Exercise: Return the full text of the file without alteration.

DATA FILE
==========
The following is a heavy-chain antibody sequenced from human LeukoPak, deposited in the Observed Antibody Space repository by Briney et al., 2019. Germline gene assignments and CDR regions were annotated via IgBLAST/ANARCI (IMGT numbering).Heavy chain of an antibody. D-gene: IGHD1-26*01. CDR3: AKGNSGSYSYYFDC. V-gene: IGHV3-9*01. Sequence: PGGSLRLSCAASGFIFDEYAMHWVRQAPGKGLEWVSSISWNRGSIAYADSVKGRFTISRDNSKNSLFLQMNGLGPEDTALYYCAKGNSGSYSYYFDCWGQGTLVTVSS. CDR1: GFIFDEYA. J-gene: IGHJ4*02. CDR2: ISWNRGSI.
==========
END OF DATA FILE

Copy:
The following is a heavy-chain antibody sequenced from human LeukoPak, deposited in the Observed Antibody Space repository by Briney et al., 2019. Germline gene assignments and CDR regions were annotated via IgBLAST/ANARCI (IMGT numbering).Heavy chain of an antibody. D-gene: IGHD1-26*01. CDR3: AKGNSGSYSYYFDC. V-gene: IGHV3-9*01. Sequence: PGGSLRLSCAASGFIFDEYAMHWVRQAPGKGLEWVSSISWNRGSIAYADSVKGRFTISRDNSKNSLFLQMNGLGPEDTALYYCAKGNSGSYSYYFDCWGQGTLVTVSS. CDR1: GFIFDEYA. J-gene: IGHJ4*02. CDR2: ISWNRGSI.